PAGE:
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A while ago I bought an Audi A3 2001 8L1 and the temperature never reached 90°C, well it did (for a few minutes) but only when there was a lot of strain on the engine like going uphill but never on the highway at 130KM/H. So I thought the thermostat is bad and is always in open position. So, I replaced it with a quality one and the problem went away. However, right after I changed it and refilled the coolant I went for a 20 minute drive and noticed the temperature went above 90°C for a very short period of time and then suddenly dropped back to 90°C and stayed there, so I though there was probably some air in the cooling system.

I just recently went on a highway for about an hour, always driving at 130KM/H and the temperature stayed at 90°C, now here comes the interesting part, when I finished my trip and went off the highway (driving at 50KM/H) my engine started to overheat and went all the way to 115°C but normalized to 90°C after a while. So my question is, WHAT THE HELL IS GOING ON?

I would bleed the cooling system but as far as I know it can't be done on my car and according to some online sources it should bleed itself. Amusing that it should, where is the problem? Any ideas?

I should also say that the temperature with the old thermostat also varied from time to time even after the car had been driven for more then 30 minutes. It varied between 60-80°C.

  • I'd double check if it is indeed self bleeding. And if so, i'd recommend to find out how to see if it is functioning properly, or at least at all. – Bart Dec 28 '16 at 11:51
  • @Bart I don't know where to find out how to check if its working properly, any ideas? – Eric Dec 28 '16 at 12:32
  • Yes, the Audi system is self bleeding. You just have to check the recovery tank (the large ball looking thing with the filler cap in it) to ensure it has enough fluid in it after you run the engine. The part that bleeds it is the small tube which runs to the top of the recovery tank. – Pᴀᴜʟsᴛᴇʀ2 Dec 28 '16 at 14:00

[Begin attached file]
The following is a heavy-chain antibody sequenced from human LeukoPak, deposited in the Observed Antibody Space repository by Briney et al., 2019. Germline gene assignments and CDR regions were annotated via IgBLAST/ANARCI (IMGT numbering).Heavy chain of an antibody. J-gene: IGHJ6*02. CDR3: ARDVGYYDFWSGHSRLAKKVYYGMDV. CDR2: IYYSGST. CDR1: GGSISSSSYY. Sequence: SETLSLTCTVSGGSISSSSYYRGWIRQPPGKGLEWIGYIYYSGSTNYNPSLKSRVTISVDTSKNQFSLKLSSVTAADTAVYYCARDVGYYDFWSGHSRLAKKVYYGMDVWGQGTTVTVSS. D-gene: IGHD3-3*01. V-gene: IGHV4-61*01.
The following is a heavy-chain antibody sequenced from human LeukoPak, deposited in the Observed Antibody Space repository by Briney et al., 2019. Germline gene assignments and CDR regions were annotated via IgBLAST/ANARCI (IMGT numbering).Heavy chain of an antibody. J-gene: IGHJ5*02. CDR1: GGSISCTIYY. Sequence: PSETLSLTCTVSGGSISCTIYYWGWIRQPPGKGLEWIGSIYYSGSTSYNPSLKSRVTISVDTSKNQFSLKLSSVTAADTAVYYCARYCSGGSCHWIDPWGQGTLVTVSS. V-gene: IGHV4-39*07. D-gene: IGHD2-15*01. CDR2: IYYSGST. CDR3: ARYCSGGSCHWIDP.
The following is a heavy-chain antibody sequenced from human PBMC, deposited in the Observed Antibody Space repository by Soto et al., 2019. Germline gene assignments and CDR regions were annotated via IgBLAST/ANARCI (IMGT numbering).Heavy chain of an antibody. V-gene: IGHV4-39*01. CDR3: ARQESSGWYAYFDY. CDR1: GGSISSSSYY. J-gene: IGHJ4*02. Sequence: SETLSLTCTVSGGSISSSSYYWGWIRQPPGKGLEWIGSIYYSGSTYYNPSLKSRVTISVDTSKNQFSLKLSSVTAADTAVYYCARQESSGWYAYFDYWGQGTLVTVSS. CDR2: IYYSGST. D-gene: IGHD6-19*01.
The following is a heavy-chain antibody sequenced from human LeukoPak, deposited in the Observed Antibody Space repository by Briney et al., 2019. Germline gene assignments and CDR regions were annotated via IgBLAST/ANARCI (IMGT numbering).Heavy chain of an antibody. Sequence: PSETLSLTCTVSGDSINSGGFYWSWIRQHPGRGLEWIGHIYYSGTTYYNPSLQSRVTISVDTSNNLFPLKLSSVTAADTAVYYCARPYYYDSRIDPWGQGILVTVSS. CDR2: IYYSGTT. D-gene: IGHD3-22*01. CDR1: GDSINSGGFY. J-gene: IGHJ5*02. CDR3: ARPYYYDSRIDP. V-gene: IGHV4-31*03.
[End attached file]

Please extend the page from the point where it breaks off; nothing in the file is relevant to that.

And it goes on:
• @Pᴀᴜʟsᴛᴇʀ2 I know what a coolant expansion tank is :) I periodically check the coolant level and its always at the max line. – Eric Dec 28 '16 at 14:30
  • Since my last overheat which was about 115°C I no longer have overheating problems, the temperature is always at 90°C. So logically there was air in the cooling system and it finally bled the air. Mystery solved. :) It would be nice if I could bleed it manually next time. If anyone has an idea as to where the air bleeder valve is, please let me know. – Eric Jan 1 '17 at 18:43
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If the Audi cooling system and temperature gauge function in a similar manner to the VW ones from that same period, the gauge is being driven by the ECU and doesn't directly reflect the sensed engine temperature. So, if the cooling system seems normal otherwise (you get consistent heat from the heater, radiator hoses are both hot after the engine comes up to temperature, fans are operating as expected, coolant is returning to the expansion tank) it could be a problem with the temperature sensor.

This behavior:

I just recently went on a highway for about an hour, always driving at 130KM/H and the temperature stayed at 90°C, now here comes the interesting part, when I finished my trip and went off the highway (driving at 50KM/H) my engine started to overheat and went all the way to 115°C but normalized to 90°C after a while. So my question is, WHAT THE HELL IS GOING ON?

might be explained by a loss of air flow over the radiator as you slowed down. With the engine hot from a high speed run you'd think that the fan should have kicked in, so it might be worth checking the fans to ensure that they are working correctly.

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